When thinking about television across the world, most people’s minds go straight to Hollywood, but there are plenty of countries worldwide that have been able to establish a strong television presence. This includes Hong Kong, which has produced a lot of memorable shows and characters over the years that fans have come to know and love.
Through networks including RTV and TVB, there have been a lot of television stars in Hong Kong through all genres of entertainment. Let’s take a look at some of the stars that have been produced, picking out the very greatest that Hong Kong has had to offer. While some have had major careers in film, they’re still known as fantastic TV stars.
Charmaine Sheh is thought to be one of Hong Kong’s greatest television actresses of her time. Sheh has starred in a ton of Chinese television series since her contract with TVB began in 1998.
She’s known for her role in series such as Return of the Cuckoo, War and Beauty, Maiden’s’ Vow, Can’t Buy Me Love, and most recently The Legend of Xiao Chuo. She has been nominated for countless awards, winning three times for favorite female character at the TVB Anniversary Awards.
Born in 1965, Maggie Shiu rose to popularity in the mid-1980s when she joined TVB and immediately started landing roles in shows including “Take Care, Your Highness!” and continued to be a big name throughout the rest of the decade and into the 1990s and beyond. Some of her most recognizable work throughout her career in television has included “New Heavenly Sword and Dragon Sabre”, “Crime Fighters” and “Virtues of Harmony” just to name a few.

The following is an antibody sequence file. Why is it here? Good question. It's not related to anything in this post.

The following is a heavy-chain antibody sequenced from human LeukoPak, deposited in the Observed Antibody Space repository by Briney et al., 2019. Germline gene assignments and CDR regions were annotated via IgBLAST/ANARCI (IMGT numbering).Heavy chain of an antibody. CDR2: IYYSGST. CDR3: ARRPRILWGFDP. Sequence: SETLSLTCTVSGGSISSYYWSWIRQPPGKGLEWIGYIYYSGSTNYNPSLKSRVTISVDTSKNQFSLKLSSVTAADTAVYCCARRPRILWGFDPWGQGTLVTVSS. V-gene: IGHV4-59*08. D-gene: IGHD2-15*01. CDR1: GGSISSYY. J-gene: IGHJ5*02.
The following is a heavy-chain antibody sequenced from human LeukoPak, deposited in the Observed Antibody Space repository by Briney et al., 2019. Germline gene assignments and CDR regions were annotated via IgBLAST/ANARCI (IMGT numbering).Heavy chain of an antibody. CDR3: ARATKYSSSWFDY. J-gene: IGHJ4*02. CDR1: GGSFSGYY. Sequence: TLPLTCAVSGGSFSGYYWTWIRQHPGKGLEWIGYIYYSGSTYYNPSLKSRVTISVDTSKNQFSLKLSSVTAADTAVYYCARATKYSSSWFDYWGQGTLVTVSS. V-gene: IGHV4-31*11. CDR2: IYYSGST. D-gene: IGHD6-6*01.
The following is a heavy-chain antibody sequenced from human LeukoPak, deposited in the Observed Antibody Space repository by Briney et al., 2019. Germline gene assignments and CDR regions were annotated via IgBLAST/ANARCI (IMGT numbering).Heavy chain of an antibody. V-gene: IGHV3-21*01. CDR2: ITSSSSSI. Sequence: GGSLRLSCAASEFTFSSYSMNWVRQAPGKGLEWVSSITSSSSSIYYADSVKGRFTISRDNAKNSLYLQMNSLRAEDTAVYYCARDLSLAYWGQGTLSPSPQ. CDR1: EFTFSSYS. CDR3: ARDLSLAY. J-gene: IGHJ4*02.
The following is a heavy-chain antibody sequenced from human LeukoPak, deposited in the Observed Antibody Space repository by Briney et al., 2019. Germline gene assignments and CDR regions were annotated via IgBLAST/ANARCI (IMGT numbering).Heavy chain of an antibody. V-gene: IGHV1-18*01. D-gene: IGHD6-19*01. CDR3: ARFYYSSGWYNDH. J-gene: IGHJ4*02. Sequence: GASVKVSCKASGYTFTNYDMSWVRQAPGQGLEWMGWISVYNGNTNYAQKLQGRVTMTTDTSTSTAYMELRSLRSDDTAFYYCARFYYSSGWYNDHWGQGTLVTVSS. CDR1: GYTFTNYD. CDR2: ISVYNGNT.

Shiu has been nominated for several awards throughout her career, including TVB Anniversary Awards for favorite television character and best actress. Shiu has even received plenty of film work throughout her career, too, starring in movies such as “Eye in the Sky”, “Breaking News” and “Election”, all of which earned her nominations at the Hong Kong Film Awards for Best Supporting Actress.
Anthony Wong is mostly known for his cinematic roles in films that include “The Untold Story”, “Beast Cops” and “Still Human” (all of which have earned him the Hong Kong Film Award for Best Actor), though he has spent plenty of time on the small screen. Born as Anthony Perry in Hong Kong in 1961 to a British father and Hong Kong native mother, he adopted the name Anthony Wong prior to his acting career.
Wong made his television debut in 1989 with the production of “War of the Dragon”, and over the next few years had several smaller roles. It wasn’t until the 2000s when his film career had taken off that he started landing more prominent TV roles. Some of his more recent work on the small screen include “Kung Fu Soccer”, “Eight Heroes” and “Lord of Shanghai”, while also earning a win at the Asian Television Awards for Best Actor for “The Republic”.
Hong Kong-born Roger Kwok is one of the most successful television actors to come out of Hong Kong. Well known for his work with the TVB station in television series like Square Pegs, The Royal Swordsmen, The Season of Fate, Black Heart White Soul, and most recently Big White Duel ll.
Thanks to Square Pegs, Kwok quickly rose to stardom after years in the business. His work on Square Pegs, Black Heart White Soul, and Life Made Simple allowed him to become one of three talented actors to have been nominated and won the award for Best Actor three times at the TVB Anniversary Awards.
Though he was born in the United States (Berkeley, California specifically), Daniel Wu is based almost entirely out of Hong Kong. While in his mid-20s, Wu made his acting debut in the 1998 film “Bishonen” and has gone on to star in more than five dozen films. This includes American productions including “Tomb Raider” and “Geostorm” in recent years.
As for his television career, Wu is best known for starring in the series “Into the Badlands”. Since then, he has starred in shows including “Skylanders Academy”, “Westworld” and “American-Born Chinese”. It has been a fascinating career for Wu, who has been nominated for (and won) several awards for his work in Hong Kong and China, including Best Supporting Actor at the Golden Horse Awards.